Loughborough University
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Carbon fibre reinforced material extrusion additive manufacturing: fibre orientation and mechanical properties

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posted on 2023-05-24, 08:18 authored by Jiongyi Yan

Material extrusion additive manufacturing (MEAM) of short-fibre-reinforced polymer composites (SFRPCs) has received increased research interest in recent years due to their potential to improve mechanical properties compared to pure polymers. Discrepancies and contradictions regarding the mechanical properties were found in the literature, due to a lack of a microscale fibre morphology and meso-scale geometric characterisation. In addition, true load-bearing areas were rarely measured due to complex specimen configuration and printing defects (inter-filament voids and non-uniform filament orientation). Single-filament-wide specimens not only overcome unnecessary complexity and common defects but also enable reliable properties along the direction of printed filaments and normal to interlayer direction (F and Z directions respectively). These are representative of the upper bound and lower bound of properties of 3D printed SFRPCs.

To fully understand the mechanics of 3D printed SFRPCs, fibre orientation and fibre reinforcing effects were studied experimentally and theoretically. Short-fibre orientation in 3D printed SFRPCs was parametrically studied in 2D and 3D experimentally. This unveiled the effects of printing parameters, non-uniform spatial distribution, and fibre length on fibre orientation. Four polymers and their short-carbon-fibre composites were 3D printed into single-filament-wide tensile-testing specimens. Tensile properties were analysed in terms of fibre reinforcement effects, mechanical anisotropy, and printing parameters. Despite widely varying properties of polymers, fibre reinforcements caused greater strength and stiffness anisotropy but lower strain-at-break anisotropy compared to pure polymers. In addition, critical effects of extrusion width on tensile strength, ductility, and stiffness were found for all materials. A brittle-to-ductile fracture transition was achieved by varying extrusion width in all materials. Compared to extrusion width, nozzle temperature and layer height showed limited and inconsistent effects on mechanical properties since they did not affect filament geometry significantly. Finally, theoretical prediction of strength and modulus was implemented via seventeen classical fibre models to test model validity and identify important factors to consider.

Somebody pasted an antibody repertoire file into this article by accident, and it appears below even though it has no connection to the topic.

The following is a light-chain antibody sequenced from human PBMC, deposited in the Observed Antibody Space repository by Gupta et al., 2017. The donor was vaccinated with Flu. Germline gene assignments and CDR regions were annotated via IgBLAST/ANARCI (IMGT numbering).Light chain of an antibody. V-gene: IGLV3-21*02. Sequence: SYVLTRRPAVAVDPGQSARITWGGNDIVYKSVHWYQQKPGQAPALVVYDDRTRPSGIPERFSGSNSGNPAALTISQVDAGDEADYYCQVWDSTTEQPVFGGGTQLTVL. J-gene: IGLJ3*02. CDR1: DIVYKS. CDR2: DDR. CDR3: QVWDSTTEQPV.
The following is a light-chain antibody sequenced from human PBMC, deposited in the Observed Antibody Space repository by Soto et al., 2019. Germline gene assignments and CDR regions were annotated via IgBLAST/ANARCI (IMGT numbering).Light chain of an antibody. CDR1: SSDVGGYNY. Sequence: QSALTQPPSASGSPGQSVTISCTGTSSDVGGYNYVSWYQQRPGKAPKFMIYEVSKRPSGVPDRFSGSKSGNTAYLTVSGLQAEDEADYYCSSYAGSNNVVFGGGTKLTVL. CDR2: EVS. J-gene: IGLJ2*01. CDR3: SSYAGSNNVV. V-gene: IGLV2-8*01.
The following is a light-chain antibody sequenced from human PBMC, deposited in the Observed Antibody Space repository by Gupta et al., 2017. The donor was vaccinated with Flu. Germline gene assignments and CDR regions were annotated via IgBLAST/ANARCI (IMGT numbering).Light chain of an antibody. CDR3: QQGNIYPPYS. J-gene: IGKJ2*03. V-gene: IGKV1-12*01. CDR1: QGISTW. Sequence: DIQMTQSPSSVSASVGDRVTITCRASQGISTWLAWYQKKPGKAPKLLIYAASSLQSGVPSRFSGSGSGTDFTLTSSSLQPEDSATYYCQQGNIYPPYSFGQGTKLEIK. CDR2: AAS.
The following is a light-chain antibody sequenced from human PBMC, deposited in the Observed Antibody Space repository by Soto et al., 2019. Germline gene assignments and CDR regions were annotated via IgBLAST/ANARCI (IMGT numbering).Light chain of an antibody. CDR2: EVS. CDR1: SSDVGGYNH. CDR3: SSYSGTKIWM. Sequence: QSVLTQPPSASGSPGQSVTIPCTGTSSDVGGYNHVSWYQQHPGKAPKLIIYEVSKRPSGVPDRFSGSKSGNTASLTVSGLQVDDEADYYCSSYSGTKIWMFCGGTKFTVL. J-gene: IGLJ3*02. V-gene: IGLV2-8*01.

Effective reinforcing effects of carbon fibre were validated experimentally and theoretically (strength by up to 60% and stiffness by up to 124%). Meanwhile, short fibres did not cause great change in mechanical anisotropy, even less anisotropic for strain-at-break. By controlling extrusion width, mechanical anisotropy could be further reduced across all tested SFRPCs. This was achieved based on understanding of underlying factors for short fibre orientation and parameter inter-correlations. This reveals possibly the simplest way to control or reduce mechanical anisotropy – by increasing the extrusion width.

This thesis provides new understanding of the processing-structure-property relationship for extrusion additive manufacturing of SFRPCs, which may enlighten future research and industrial practice in process control, property control, theoretical prediction, and computational simulation of 3D printed fibre composites.


Loughborough University



  • Mechanical, Electrical and Manufacturing Engineering


Loughborough University

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© Jiongyi Yan

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A Doctoral Thesis. Submitted in partial fulfilment of the requirements for the award of the degree of Doctor of Philosophy of Loughborough University.


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Andrew Gleadall ; Emrah Demirci

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  • PhD

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  • Doctoral

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